To put fears at ease, it’s important for employers to have and communicate a detailed return to work plan that includes health and safety initiatives and protocols. Communication from the top down needs to happen openly and often to establish trust between the employer and employees. Managers should openly encourage those who are feeling unwell to stay home and work remotely if possible. New safety measures and an empathetic company culture may help workers feel more confident about returning to work.
While working from home comes with benefits for many, not all workers or all types of work are best suited for remote settings. For example, employees who live in places with poor or unreliable internet struggle with frustrating tech issues like poor audio and video feeds during video conferencing calls. Many people also disliked attending virtual meetings — finding it hard to collaborate with others through a computer screen.
According to our results, the top advantage to being in the office is working with co-workers in person. Respondents also claimed that they can focus better in the office than at home, and some people enjoyed having a more defined work schedule, too.
There are many other advantages of working in an office, such as developing better teamwork, presentation, or leadership skills. Working with others in person also provides networking opportunities and a chance to form better connections with co-workers. Leaders might also find it easier to manage their teams and assess workers’ skills in person. Stressing in-office benefits and positive company culture can help to mentally prepare employees for their upcoming return.
When asked what would entice them to return back to in-person employment, most people responded that they wanted a partial remote work program. So if employers offered a hybrid schedule, more people would be willing to return. More than one-third also desired more vacation days, mental health check-ins and a gradual transition back from remote work.
The pandemic has affected the needs of many employees and the types of benefits that they most want from their employers. According to recent studies, health care benefits are at the top of the list, with more people desiring COVID-related coverage.
Child care benefits are also in higher demand, as costs and availability have been affected by the pandemic. Offering on-site child care or employer-subsidized child care benefits would likely be a large draw for many. Recent figures revealed that 85% of working parents currently don’t have child care benefits. The majority of these parents stated that they would be more loyal to a company that offers child care benefits and that their productivity levels would increase.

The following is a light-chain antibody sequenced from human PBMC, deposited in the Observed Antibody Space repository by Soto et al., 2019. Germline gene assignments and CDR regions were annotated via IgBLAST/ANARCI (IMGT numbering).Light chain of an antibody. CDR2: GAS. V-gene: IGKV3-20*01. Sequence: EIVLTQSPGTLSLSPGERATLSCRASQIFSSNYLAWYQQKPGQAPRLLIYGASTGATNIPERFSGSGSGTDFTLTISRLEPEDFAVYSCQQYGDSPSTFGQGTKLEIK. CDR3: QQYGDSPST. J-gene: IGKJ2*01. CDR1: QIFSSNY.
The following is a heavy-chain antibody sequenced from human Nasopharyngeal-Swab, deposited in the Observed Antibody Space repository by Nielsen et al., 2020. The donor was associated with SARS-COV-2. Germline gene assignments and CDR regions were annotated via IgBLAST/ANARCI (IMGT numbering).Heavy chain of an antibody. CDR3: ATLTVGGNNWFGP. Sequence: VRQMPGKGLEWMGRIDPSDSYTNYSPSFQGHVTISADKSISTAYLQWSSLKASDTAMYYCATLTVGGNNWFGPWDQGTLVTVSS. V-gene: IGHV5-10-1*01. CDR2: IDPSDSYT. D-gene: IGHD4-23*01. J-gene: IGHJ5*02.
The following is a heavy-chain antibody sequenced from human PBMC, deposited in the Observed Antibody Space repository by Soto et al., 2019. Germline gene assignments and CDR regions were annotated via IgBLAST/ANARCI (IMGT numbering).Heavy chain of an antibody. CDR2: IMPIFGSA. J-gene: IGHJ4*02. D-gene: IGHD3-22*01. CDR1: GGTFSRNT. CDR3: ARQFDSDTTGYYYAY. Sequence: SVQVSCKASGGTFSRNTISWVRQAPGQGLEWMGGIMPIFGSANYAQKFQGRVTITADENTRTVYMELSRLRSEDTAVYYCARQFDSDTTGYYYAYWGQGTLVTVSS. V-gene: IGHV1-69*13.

From vacation days to mental health check-ins, there are many things employers can do to ease the transition from home back to the office. A comprehensive health and safety plan is a must in order to instill confidence and trust between a business and its employees. Other perks may be offered to entice more people to come back in a safe and orderly way.
Recognize that the pandemic has changed many people and that things won’t go back exactly to the way they were. Move forward with empathy and flexibility, and provide your employees with all the tools they need to succeed in the office like fast internet that they might not otherwise have at home. Frontier offers high-speed internet and other communication services across the country. Contact Frontier today to see how we can help you prepare your office for the great return.
We surveyed 1,002 working Americans: 443 of which were standard employees and 559 of which were managers. Additionally, for gender breakdowns, 586 respondents were men, 414 were women, and two were nonbinary. Seventy respondents were baby boomers or older, 242 respondents were from Generation X, and 690 were millennials or younger.
We did not weight our data or statistically test our hypotheses. Furthermore, survey data have limitations due to self-reporting, such as telescoping, exaggeration, and selective memory. This is purely an exploratory study of how people feel about returning to their workplace offices. This survey ran during August 2021.
As the pandemic goes on and new variants arise, employees and employers will continue to struggle to decide whether to go back to the office or remain working remotely. If you think this information could help someone make the decision or they may find our results interesting, feel free to share this article for noncommercial purposes. We just ask that you link back to this original article when doing so.